Annaly: Will The Dividends Rise, Fall Or Stay The Same?

| About: Annaly Capital (NLY)

Annaly Capital (NYSE:NLY) just reported earnings that were actually pretty good, as detailed in this article. The most compelling question for investors is if the dividends will need to be reduced yet again. We have seen the dividends drop each quarter for about 4 quarters in a row now, and dividend income investors are getting squeamish about the erosion of the total return.

Usually, a dividend income seeking investor watches share price fluctuations far less than the actual dividend received. With NLY, investors have enjoyed yields of 12-14% over the course of the last several years, but at what cost?

NLY Chart

The issue is the purchase price. If an investor bought at the top of around $18.00/share, he/she would have lost about $6.00/share in value, and received roughly $1.95/share in income.

The main problem with that has several different parts.

  • If the investor must sell the shares, a loss of $4.00/share will be realized after dividends received.
  • The future prospects are bleak for NLY and further, even more drastic dividend cuts are coming.

From the last earnings report we now know that the book value of NLY has dropped to $13.03/share. A 9% discount to book would normally place a floor of sorts on the share price. The problem with that is the floor has been cracked to the downside ever since the Fed began giving mixed signals about tapering QE down sooner than later.

The Earnings Do Give Us A Hint

The very first sentence of the company press release tells us quite a lot:

Annaly Capital Management, Inc. today reported GAAP net income for the quarter ended June 30, 2013, of $1.6 billion or $1.71 per average common share as compared to GAAP net income of $870.3 million or $0.90 per average common share for the quarter ended March 31, 2013.

With this increase from one quarter to the next, some would conclude that the dividends are safe, and might even get increased.

Well, not quite.

Without the effect of the unrealized gains or losses on interest rate swaps and Agency interest-only mortgage-backed securities, net loss on extinguishment of the 4% Convertible Senior Notes due 2015 (the 4% Convertible Notes), impairment of goodwill and loss on previously held equity interest in CreXus Investment Corp. (CreXus), net income for the quarter ended June 30, 2013, was $460.6 million or $0.47 per average common share as compared to $464.4 million or $0.47 per average common share for the quarter ended March 31, 2013.

The actual bottom line, all things accounted for, was actually flattish to lower. Now an investor could conclude that the dividends will remain the same, but not be increased.

Well, not so fast again.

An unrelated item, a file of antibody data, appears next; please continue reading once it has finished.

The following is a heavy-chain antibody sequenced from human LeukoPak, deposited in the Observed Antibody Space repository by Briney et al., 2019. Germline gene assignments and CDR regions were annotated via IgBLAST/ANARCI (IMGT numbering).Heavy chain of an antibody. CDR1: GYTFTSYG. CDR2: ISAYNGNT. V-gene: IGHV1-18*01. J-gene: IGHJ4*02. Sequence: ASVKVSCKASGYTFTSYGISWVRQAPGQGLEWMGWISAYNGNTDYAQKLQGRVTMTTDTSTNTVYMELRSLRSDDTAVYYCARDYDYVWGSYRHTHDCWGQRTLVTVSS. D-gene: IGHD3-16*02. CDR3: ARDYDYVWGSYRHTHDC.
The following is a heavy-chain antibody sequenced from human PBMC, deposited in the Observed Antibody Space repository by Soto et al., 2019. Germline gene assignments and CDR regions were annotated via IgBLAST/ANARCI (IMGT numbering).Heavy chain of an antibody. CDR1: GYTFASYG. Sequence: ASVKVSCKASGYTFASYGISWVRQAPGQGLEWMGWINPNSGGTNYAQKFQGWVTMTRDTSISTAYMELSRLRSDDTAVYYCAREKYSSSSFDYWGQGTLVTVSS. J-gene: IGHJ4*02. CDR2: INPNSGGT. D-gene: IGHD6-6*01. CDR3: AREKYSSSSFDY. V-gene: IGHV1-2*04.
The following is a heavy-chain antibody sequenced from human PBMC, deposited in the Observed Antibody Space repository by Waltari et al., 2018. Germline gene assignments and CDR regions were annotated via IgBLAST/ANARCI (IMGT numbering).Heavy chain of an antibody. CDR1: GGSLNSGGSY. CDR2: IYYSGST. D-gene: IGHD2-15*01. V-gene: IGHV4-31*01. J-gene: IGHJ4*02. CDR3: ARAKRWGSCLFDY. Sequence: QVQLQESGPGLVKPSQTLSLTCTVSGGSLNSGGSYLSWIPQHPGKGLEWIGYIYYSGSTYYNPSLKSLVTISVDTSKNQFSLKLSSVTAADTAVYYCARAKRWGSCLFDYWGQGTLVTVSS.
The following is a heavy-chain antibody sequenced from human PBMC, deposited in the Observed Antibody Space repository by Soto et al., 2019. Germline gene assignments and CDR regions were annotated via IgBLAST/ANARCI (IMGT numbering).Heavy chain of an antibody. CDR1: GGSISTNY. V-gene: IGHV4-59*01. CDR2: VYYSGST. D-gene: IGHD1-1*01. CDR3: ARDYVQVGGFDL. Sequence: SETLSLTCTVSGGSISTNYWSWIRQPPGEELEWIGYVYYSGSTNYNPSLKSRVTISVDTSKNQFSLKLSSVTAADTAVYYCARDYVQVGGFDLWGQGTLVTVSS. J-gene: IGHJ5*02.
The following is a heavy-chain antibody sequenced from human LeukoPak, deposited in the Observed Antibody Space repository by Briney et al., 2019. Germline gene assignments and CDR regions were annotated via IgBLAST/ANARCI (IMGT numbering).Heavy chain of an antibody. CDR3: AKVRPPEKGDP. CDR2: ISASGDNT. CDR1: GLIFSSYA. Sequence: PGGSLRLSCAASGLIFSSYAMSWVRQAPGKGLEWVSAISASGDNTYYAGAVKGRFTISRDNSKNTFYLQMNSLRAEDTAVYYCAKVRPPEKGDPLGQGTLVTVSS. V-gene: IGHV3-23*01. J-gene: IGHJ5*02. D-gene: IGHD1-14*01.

During the conference call, Wellington Denahan responded to one query about the business itself:

I've said, year in year - on these calls and to investors individually that mortgages start somewhat of a pain in the ass to deal with, and quite frankly that's the way it is.

My take on this particular comment is that Denahan, and other mREIT CEOs, are just as confounded by where the Fed is heading and when, that a chart to navigate where interest rates will go, where the yield curve spread will be, and how fast everything actually happens might just have investors conclude that more dividend cuts are on the way.

Guess what - not so fast one more time.

Denahan pre-faced all of her comments and responses with this:

With this volatility comes opportunity. Investment spreads have improved market leads. Risk has been more properly priced and demand for high quality collateral in the funding markets remains robust. Regardless of the economic data, or who is the next Fed Chairman, it seems the Fed needs to reduce its purchases or risk becoming an even greater share of the market as both treasury issuance and mortgage production decreases.

As long-term investors in these markets, we welcome the return to a more normalized spread environment and remind investors that over the last 16 years as a public company, the vast majority of the more than 500% return delivered to shareholders has come from spread income.

As far as I'm concerned, this statement from the CEO of NLY gives me most of the information a long-term dividend income seeking investor needs to know : 500% return over 16 years as a public company.

Click to enlarge

Click to enlarge

These two charts, directly from the company website, tell us just about everything we need to know right now.

  • NLY has navigated through all sorts of interest rate environments since 1997.
  • NLY has returned over 500% in shareholder value through dividends paid, through the ups and downs by the way.

Combing the track record of NLY, with the fairly positive earnings report, and Wellington Denahan's own statements, I conclude that the dividends are not going to be cut, and we might see more long-term stability.

By the same token, the addition of CreXus should add net income to this overall picture, and we MIGHT see a tick up in dividends next quarter. Unless of course the Fed begins playing even more unanticipated games.

I'm certain of one thing however: long-term investors have historically been rewarded by the NLY business model, period.

Isn't that why we own the stock?

Disclaimer: The opinions of the author is not a recommendation to either buy or sell any security. Please remember to do your own research and consult an expert in the mREIT business before making an investment decision.

Disclosure: I am long NLY. I wrote this article myself, and it expresses my own opinions. I am not receiving compensation for it (other than from Seeking Alpha). I have no business relationship with any company whose stock is mentioned in this article.